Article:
Can Pay Transparency Shatter the Glass Ceiling? [Daily Journal]

Elena Hillman, Jake Rubinstein, and Janice Agresti authored an article on what pay transparency could mean for states. The latest state to leap further into pay transparency legislation is California, traditionally a bellwether for progressive employment legislation. Though the depth, breadth and impact of gender-based pay inequity in the United States is a topic for political debate, there is empirical data showing that, by and large, women are paid less than men for comparable work. According to the federal government, "[a]lthough the gender pay gap has narrowed since the signing of the Equal Pay Act of 1963, women earn 82 cents for every dollar a man earns, according to 2020 data from the Bureau of Labor Statistics.

And while the Equal Pay Act has been law since before many present-day workers were born, and gender-based pay discrimination is banned by Title VII and many state laws, the problem of unequal pay between men and women appears to be an entrenched one.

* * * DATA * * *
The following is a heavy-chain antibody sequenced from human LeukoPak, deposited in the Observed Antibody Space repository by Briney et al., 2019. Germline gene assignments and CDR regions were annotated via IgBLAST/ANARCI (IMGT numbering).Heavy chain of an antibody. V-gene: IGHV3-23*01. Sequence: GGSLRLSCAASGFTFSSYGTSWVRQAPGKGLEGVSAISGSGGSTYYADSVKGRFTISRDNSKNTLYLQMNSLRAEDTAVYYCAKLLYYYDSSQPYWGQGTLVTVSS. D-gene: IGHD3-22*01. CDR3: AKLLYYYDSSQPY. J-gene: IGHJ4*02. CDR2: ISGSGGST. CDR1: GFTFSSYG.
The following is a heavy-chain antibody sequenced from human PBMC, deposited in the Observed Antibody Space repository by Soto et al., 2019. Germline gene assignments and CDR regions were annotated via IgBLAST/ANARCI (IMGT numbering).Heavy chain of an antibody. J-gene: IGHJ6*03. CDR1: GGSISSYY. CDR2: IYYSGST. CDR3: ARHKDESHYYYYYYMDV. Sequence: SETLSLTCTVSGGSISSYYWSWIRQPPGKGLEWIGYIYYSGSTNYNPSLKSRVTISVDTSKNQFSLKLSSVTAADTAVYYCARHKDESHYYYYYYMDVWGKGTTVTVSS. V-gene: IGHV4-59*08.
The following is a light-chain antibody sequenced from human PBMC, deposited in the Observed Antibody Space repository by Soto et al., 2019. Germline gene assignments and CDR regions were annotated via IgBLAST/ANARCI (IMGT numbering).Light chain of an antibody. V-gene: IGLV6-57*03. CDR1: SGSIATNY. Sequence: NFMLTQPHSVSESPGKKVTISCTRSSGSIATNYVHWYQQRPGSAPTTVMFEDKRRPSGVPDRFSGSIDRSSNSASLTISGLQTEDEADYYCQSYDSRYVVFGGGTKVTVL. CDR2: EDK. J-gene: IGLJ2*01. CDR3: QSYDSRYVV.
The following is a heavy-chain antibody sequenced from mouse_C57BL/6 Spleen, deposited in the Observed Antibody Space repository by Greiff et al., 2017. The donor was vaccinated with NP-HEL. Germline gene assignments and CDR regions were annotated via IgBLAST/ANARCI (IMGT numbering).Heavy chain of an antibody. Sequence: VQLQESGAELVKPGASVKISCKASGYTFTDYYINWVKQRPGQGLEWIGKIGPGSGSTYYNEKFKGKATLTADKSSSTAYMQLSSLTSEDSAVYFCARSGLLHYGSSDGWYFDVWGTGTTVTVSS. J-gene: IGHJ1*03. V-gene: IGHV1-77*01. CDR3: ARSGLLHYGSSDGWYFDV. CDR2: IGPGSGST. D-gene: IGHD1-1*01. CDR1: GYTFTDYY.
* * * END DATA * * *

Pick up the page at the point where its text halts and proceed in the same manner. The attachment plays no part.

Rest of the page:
In a new bid to reduce or eliminate this pay gap, a number of states have passed broad-ranging pay equity and pay transparency laws. These laws are aimed at imposing greater consequences on employers who discriminate based on gender in pay and, in more groundbreaking fashion, they aim to force employers to disclose wages to current employees, job applicants, and - in some cases - the public at large. Recently-passed pay equity and transparency laws also aim to address racial and ethnic pay disparities, which remain stubbornly persistent. For example, according to an article published in 2020 by the Society for Human Resource Management (SHRM), "[o]n average, black men earned 87 cents for every dollar a white man earned. Hispanic workers had the next largest gap, earning 91 cents for every dollar earned by white men." 

Colorado is at the forefront of legislation to improve pay equity and force pay transparency. The Rocky Mountain State's groundbreaking Equal Pay for Equal Work (EPEW) Act, which passed in 2021, adds more (and some might say redundant) prohibitions on gender-based pay differences. 

New York City has also passed a local law, effective Nov. 1, 2022, that requires employers in the city to post minimum and maximum salary information for positions, with an exception for jobs that cannot or will not be performed in New York City.

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Janice Sued Agresti


(212) 453-3978

Elena K. Hillman


(415) 262-8314

Jake Rubinstein


(720) 479-3872

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